I was looking forward to checking out Battletech at Gamescom, even if it was the only game I would check out that wasn't really an RPG. The presentation of Battletech started with Mitch Gitelman from Harebrained Schemes providing us with some information on the history of Battletech and what Harebraines Schemes is making. He discovered that many of the journalists he spoke to never heard of Battletech before. As it has such a very rich history, he wanted to share some of it by means of a few slides.
The Battletech franchise is over 30 years old and was created by his partner Jordan Weismann as a tabletop wargame. From there it went on to be all sorts of things. There have been hundreds of additional game supplements all about the game settings, different factions and its history. The Battletech setting goes on for hundreds of years, so there are different eras of Battletech. Over 200 novels have been written and they are still being written today. There is an animated cartoon and several derived video games, from the MechWarrior, where you were inside the cockpit, to the MechCommander series, an RTS game Mitch worked. MechAssault was the very first multiplayer game on Xbox Live. The last turn-based Battletech game was released in 1990, 27 years ago and Harebrained Schemes is now working on the next one, going back to the roots of that tabletop wargame.
The game was funded in an hour on Kickstarter in 2015 and raised over 2.7 million dollars and is still getting money to this date by late backers.
Battletech is an open-ended, story driven, mercenary style game. As the mech commander, you are the owner of a company of mercenaries. You have to pay them and have to pay for the upkeep of your starship that travels from planet to planet. You have to keep the moral of your members high. You have to repair your mechs, pay for those repairs and refit them. So, there is quite a bit to manage, it is a whole simulation of operating a mercenary organization. You fly from planet to planet in an open-world game, or better said; an open universe. You fly around and take these contracts with different noble houses or corporations. The game takes place in 3025, which is 30 years before the clan invasions. In the success of this game, they would like to keep the timeline moving forward with the next big milestone being the fourth succession war. Mitch himself sees the game as a mixture of Game of Thrones with Pacific Rim.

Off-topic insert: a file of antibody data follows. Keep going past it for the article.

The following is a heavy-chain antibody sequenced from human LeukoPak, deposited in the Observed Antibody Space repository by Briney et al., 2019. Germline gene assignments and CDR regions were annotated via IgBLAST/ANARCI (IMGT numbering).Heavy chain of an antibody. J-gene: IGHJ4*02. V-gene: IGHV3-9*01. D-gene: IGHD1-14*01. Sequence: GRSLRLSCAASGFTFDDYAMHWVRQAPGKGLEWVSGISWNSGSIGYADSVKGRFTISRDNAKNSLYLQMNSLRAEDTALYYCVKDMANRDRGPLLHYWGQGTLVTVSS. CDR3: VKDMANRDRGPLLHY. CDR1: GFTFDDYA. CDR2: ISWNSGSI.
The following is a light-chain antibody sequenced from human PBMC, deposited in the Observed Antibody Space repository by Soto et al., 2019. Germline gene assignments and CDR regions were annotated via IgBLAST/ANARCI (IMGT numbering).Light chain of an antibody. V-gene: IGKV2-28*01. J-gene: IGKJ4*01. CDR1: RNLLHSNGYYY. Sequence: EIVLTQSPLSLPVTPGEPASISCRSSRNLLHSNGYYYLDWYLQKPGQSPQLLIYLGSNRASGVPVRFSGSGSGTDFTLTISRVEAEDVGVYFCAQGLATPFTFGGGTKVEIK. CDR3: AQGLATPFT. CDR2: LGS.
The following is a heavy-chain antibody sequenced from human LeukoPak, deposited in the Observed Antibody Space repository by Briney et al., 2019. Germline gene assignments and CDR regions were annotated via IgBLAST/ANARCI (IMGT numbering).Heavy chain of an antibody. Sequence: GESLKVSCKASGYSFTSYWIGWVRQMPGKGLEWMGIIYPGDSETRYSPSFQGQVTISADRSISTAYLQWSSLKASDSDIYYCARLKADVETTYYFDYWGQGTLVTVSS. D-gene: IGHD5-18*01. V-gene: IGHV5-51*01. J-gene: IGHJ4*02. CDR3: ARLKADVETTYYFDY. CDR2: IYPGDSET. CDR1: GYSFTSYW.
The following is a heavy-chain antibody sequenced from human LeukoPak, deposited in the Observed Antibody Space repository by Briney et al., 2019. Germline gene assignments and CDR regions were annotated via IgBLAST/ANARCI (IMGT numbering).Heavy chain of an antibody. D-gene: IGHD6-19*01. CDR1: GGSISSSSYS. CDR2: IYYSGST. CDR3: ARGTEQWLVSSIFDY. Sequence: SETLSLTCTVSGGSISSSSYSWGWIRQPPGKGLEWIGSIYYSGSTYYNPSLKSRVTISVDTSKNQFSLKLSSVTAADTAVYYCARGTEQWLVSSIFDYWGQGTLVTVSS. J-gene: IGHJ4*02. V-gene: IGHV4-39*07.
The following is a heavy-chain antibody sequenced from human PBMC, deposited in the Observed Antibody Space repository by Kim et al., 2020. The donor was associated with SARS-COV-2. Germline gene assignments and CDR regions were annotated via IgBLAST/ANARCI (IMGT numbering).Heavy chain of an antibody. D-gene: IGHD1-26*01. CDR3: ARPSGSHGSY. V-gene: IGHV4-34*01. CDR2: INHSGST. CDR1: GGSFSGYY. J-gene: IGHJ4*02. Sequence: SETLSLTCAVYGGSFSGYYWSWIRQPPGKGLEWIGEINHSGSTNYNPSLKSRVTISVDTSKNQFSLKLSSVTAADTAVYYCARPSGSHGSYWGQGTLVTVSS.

Next to the mercenary simulation there is also a big single player story that weaves through it and where you try to help a queen who has lost her throne to her uncle and is now involved in a bitter civil war and she hired you for special operations, some of them behind enemy lines to regain her throne. Even when that story is finished, you can keep on playing the open-ended mercenary game for as long as you want. So, you can keep on training your mech warriors and customize your battle mechs further. The game also supports head-to head multiplayer where you fight against another player. Next to that there is also a single player skirmish mode, which is what we got to play.
The story missions are all hand crafted. The mercenary missions are procedurally generated, meaning that the maps are created by hand, but the enemy on that map and the mission are procedurally generated.
The hands-on demo started on a non-terraformed planet and I had four mechs under my control. The camera in the game can be freely rotated and moved in four directions.
My mechs were on this barren planet and in the distance there was a beacon. That beacon indicates the starting point of the enemy. So I headed towards that beacon to get myself some combat. The four battle mechs I had were all different. One was a Victor, which was the largest mech, containing a bunch of very dangerous short range weapons. The quickdraw is a heavy mech and it had 6 medium ranged lasers, which can fire very often, but they will heat up the battle mech and as there is a person sitting above those engines, you should take care of not generating too much heat. The Shadowhawk has weapons in every weapon range and is therefore very versatile. The last mech is the Firestarter, a light mech that is very fast and equipped with very short range weapons and a flamethrower that can cause the enemy to heat up and make it shut down during combat, making it very vulnerable.